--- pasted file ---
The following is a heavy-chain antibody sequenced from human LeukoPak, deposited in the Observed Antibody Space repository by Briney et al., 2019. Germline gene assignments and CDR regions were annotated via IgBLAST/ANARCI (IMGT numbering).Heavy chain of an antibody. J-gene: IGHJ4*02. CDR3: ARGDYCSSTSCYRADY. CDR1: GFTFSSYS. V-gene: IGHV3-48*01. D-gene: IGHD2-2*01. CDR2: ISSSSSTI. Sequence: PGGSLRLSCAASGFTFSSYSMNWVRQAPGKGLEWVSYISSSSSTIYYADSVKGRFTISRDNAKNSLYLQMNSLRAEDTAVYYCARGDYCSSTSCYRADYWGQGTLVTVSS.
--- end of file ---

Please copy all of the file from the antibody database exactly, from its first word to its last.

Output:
The following is a heavy-chain antibody sequenced from human LeukoPak, deposited in the Observed Antibody Space repository by Briney et al., 2019. Germline gene assignments and CDR regions were annotated via IgBLAST/ANARCI (IMGT numbering).Heavy chain of an antibody. J-gene: IGHJ4*02. CDR3: ARGDYCSSTSCYRADY. CDR1: GFTFSSYS. V-gene: IGHV3-48*01. D-gene: IGHD2-2*01. CDR2: ISSSSSTI. Sequence: PGGSLRLSCAASGFTFSSYSMNWVRQAPGKGLEWVSYISSSSSTIYYADSVKGRFTISRDNAKNSLYLQMNSLRAEDTAVYYCARGDYCSSTSCYRADYWGQGTLVTVSS.